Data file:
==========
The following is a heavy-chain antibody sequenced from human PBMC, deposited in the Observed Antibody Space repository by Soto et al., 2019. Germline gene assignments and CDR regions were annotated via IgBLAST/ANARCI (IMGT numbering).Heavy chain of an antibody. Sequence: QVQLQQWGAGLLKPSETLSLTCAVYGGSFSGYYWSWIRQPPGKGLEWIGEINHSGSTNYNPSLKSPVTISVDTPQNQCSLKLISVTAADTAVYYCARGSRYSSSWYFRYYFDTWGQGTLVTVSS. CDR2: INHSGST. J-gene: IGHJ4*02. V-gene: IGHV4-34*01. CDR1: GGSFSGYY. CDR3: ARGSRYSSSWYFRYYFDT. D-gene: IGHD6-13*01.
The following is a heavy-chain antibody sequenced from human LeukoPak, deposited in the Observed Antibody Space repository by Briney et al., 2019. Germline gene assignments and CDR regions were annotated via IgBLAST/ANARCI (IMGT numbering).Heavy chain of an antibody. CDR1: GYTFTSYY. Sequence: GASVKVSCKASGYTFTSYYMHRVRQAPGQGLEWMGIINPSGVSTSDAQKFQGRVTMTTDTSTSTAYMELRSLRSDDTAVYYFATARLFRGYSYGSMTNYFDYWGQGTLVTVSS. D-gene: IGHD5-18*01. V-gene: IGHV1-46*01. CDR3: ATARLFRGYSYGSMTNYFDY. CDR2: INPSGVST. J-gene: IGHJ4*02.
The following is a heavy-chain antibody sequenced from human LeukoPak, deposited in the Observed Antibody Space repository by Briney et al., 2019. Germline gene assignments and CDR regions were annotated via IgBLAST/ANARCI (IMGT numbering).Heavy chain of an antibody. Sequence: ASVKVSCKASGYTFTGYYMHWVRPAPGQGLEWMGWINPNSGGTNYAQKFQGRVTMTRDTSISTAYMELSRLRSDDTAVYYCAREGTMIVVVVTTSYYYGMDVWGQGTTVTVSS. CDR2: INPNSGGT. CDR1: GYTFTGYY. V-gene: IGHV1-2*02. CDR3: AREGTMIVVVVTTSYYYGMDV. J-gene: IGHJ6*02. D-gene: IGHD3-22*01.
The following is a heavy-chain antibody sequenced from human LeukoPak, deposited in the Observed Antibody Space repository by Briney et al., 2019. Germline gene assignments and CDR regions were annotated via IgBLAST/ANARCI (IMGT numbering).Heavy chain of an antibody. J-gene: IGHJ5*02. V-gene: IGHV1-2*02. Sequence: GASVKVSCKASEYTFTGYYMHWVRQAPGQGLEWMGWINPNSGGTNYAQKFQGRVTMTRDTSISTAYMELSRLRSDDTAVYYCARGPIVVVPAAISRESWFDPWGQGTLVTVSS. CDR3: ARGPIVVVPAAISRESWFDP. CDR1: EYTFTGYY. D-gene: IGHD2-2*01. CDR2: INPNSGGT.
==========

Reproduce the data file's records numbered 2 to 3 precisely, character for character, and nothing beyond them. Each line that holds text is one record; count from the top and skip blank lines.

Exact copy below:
The following is a heavy-chain antibody sequenced from human LeukoPak, deposited in the Observed Antibody Space repository by Briney et al., 2019. Germline gene assignments and CDR regions were annotated via IgBLAST/ANARCI (IMGT numbering).Heavy chain of an antibody. CDR1: GYTFTSYY. Sequence: GASVKVSCKASGYTFTSYYMHRVRQAPGQGLEWMGIINPSGVSTSDAQKFQGRVTMTTDTSTSTAYMELRSLRSDDTAVYYFATARLFRGYSYGSMTNYFDYWGQGTLVTVSS. D-gene: IGHD5-18*01. V-gene: IGHV1-46*01. CDR3: ATARLFRGYSYGSMTNYFDY. CDR2: INPSGVST. J-gene: IGHJ4*02.
The following is a heavy-chain antibody sequenced from human LeukoPak, deposited in the Observed Antibody Space repository by Briney et al., 2019. Germline gene assignments and CDR regions were annotated via IgBLAST/ANARCI (IMGT numbering).Heavy chain of an antibody. Sequence: ASVKVSCKASGYTFTGYYMHWVRPAPGQGLEWMGWINPNSGGTNYAQKFQGRVTMTRDTSISTAYMELSRLRSDDTAVYYCAREGTMIVVVVTTSYYYGMDVWGQGTTVTVSS. CDR2: INPNSGGT. CDR1: GYTFTGYY. V-gene: IGHV1-2*02. CDR3: AREGTMIVVVVTTSYYYGMDV. J-gene: IGHJ6*02. D-gene: IGHD3-22*01.